Thursday, October 23, 2008
Donald Fels and Indian sign painters at Tacoma Art Museum
Published in the Weekly Volcano, Oct 23, 2008
Donald Fels and his collaborators, First Sight, 2005. Oil enamel on aluminum, 8 × 12 feet. Courtesy of the artists and Davidson Galleries, Seattle, Washington.
Donald Fels and his collaborators, Global Trade, 2005. Oil enamel on aluminum, 8 × 12 feet. Courtesy of the artists and Davidson Galleries, Seattle, Washington.
Among the many exhibitions now showing at Tacoma Art Museum is one that may sound weird but that is filled with knockout images. It’s called What Is a Trade? Donald Fels and Signboard Painters of South India.
In 2005 Fels traveled to India to work with commercial signboard painters on a series of large-scale paintings based on Vasco da Gama’s 1498 voyage to India in search of a direct sea route for the spice trade.
Fels’ part in this project seems to have been sort of like that of a movie director. He provided the concept and vision and conveyed it to the Indian sign painters, giving them sketches and photos as starting points but encouraging them to interpret them in their own way. The resultant images are bright, colorful, bombastic, and very exciting.
The images are large and are stacked on the walls floor to ceiling. They are painted mostly in primary colors.
Of course there are stories and histories that are uniquely Indian, and one comes away with the strong feeling that the Indians are not overly fond of Vasco da Gama. Whereas Westerners may view him as a romantic explorer, the Indians see him more as an invader, much like the view American Indians have of Christopher Columbus — you know, the wonderful Italian explorer who discovered tribes of beautiful native people and then killed them.
But the style of these paintings seems to come from all over the world and from all of art history, meaning the art of the dominant Western culture. We see pop paintings reminiscent of James Rosenquist, whco, like these Indian painters, started out as a billboard painter and applied skills and design principles from billboard painting to fine art painting. We see pictures that remind us of David Salle with his harsh juxtaposition of images ripped right out of true-crime cover art. We see paintings reminiscent of propaganda posters from the Russian Revolution. We see bits of surrealism and of contemporary graffiti art. And due primarily to the nature of the materials these paintings are created with — enamel on aluminum — they have the look of advertisements seen along country roads and tacked on the sides of country stores here in the United States when I was growing up in the 1950s. Surely even young people today have seen some remnants of those and know the look I’m talking about.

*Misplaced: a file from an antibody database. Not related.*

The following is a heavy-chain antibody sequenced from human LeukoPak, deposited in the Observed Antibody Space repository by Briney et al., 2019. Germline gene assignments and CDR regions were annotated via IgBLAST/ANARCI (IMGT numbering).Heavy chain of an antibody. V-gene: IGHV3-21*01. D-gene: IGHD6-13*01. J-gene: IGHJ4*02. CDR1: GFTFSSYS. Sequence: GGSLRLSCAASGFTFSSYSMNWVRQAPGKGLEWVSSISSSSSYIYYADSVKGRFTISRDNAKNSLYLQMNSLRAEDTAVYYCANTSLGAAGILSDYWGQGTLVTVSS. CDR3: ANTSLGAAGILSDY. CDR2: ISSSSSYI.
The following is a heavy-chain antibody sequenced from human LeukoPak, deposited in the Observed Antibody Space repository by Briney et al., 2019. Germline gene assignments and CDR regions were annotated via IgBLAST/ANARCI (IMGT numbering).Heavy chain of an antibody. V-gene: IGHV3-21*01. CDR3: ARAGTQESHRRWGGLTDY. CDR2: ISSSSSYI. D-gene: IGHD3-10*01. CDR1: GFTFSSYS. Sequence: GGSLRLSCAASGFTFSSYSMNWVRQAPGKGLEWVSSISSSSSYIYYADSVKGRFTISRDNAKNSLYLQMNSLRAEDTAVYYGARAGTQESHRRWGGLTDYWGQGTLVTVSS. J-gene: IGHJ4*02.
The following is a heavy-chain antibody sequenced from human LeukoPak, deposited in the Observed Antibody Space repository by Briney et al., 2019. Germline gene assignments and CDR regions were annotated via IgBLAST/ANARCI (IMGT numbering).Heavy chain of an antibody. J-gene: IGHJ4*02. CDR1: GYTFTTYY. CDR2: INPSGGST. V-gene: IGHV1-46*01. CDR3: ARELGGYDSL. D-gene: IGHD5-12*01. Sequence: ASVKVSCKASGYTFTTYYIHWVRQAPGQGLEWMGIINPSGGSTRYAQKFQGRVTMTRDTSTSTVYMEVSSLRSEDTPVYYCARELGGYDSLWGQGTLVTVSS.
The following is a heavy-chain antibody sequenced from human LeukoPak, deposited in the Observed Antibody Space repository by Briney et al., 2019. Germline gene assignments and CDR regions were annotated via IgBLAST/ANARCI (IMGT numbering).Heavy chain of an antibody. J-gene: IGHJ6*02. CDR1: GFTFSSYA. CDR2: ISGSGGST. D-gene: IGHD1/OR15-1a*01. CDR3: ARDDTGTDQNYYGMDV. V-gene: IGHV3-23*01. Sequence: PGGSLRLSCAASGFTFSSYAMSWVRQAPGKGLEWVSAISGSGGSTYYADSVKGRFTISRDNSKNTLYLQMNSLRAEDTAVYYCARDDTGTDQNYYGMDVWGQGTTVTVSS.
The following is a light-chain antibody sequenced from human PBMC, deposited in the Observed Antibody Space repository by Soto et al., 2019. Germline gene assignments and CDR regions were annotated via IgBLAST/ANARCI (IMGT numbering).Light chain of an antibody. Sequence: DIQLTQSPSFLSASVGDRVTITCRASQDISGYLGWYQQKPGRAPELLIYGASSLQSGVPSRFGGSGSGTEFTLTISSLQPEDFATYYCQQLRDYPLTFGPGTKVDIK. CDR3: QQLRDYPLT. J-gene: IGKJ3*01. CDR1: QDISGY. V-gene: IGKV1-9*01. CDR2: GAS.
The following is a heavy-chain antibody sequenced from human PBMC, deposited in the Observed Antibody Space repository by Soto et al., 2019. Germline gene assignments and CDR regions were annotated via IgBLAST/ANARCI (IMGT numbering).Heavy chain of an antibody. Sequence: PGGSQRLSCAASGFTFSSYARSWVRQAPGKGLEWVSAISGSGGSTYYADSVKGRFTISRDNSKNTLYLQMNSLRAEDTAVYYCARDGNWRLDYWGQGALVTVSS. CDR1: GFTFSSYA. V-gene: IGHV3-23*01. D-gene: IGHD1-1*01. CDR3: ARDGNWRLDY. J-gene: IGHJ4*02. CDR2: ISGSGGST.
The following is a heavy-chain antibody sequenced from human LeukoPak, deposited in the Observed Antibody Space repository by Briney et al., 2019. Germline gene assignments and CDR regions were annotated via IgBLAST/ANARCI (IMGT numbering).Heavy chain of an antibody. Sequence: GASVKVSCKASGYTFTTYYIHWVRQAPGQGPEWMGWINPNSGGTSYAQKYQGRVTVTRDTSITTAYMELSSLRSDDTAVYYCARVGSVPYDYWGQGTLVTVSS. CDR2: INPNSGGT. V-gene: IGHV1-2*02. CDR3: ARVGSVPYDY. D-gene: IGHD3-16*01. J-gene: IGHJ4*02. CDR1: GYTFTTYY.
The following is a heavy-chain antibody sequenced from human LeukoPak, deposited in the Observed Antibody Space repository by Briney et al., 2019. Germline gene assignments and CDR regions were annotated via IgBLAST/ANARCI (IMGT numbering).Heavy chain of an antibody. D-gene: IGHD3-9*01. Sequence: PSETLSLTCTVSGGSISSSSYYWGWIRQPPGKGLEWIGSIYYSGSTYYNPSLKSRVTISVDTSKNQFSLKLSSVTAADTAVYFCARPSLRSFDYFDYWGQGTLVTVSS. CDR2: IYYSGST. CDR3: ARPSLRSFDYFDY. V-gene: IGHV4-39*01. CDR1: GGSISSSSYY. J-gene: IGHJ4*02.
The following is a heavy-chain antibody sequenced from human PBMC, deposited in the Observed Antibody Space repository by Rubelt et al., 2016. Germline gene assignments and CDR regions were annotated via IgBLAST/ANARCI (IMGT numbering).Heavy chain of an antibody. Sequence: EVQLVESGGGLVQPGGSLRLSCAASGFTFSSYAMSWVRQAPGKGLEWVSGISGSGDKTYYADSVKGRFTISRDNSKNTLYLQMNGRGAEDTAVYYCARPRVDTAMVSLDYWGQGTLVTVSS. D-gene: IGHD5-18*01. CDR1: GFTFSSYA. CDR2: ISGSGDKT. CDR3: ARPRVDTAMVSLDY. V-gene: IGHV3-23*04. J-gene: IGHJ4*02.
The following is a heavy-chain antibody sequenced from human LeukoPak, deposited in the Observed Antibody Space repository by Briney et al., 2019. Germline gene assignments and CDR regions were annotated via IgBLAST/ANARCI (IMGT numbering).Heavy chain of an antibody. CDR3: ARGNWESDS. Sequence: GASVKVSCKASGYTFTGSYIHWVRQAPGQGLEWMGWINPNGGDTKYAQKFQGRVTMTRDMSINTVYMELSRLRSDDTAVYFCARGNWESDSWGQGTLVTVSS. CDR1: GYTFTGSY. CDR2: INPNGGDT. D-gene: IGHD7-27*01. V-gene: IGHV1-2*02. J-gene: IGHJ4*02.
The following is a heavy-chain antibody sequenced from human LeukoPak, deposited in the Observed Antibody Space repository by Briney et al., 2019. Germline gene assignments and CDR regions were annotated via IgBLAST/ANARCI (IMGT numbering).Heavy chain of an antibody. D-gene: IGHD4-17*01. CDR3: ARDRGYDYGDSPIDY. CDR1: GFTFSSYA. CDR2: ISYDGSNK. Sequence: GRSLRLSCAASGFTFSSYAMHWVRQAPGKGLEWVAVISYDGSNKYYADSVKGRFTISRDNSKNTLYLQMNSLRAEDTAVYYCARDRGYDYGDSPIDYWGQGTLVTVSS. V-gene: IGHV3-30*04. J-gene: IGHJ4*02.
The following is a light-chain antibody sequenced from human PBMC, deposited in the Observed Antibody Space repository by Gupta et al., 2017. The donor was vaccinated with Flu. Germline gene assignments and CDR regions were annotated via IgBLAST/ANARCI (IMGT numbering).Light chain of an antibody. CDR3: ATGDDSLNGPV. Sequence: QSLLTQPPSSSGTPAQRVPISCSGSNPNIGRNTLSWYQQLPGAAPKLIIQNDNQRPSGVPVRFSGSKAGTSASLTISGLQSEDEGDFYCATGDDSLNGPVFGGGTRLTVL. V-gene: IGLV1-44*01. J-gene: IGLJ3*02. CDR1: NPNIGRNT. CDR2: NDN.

The mishmash of styles turns the whole gallery into one big collage.
I suggest that viewers take it in this way: first, stand in the middle of the gallery and turn around slowly, letting the clash of images and colors wash over you, and then take them in one after another, reading all of the words and thinking about how they relate to history and world trade.
This brings us to Bollywood, India’s most popular export. We’ll probably never know who coined the term “Bollywood,” but I suspect it must have been an American. Just as Bollywood films are mostly musical extravaganzas that are unintentional parodies of Broadway and Hollywood musicals, the paintings in this exhibition look like take-offs on many aspects of Western fine and commercial art traditions.
In another gallery at TAM and promoted as a sister exhibition to What Is a Trade? is Oasis: Western Dreams of the Ottoman Empire from the Dahesh Museum of Art. This show also looks at Western concepts and representations of the East.
Rounding out the museum offerings are two large exhibitions culled from its ever-expanding permanent collection: The Surrealist Impulse and Speaking Parts. These shows include works as diverse as Salvadore Dali prints; paintings by Morris Graves; Mark Toby and Pierre-Auguste Renoir; a film by former Tacoman Jared Pappas-Kelly; and a terrific early wall hanging construction by Scott Fife, who is best known locally for the big dog in the museum lobby.
[Tacoma Art Museum, through Jan. 18, Tuesday-Saturday 10 a.m. to 5 p.m., Third Thursdays 10 a.m. to 8 p.m., Sunday noon-5 p.m., $6.50-$7.50, 1701 Pacific Ave., Tacoma, 253.272.4258]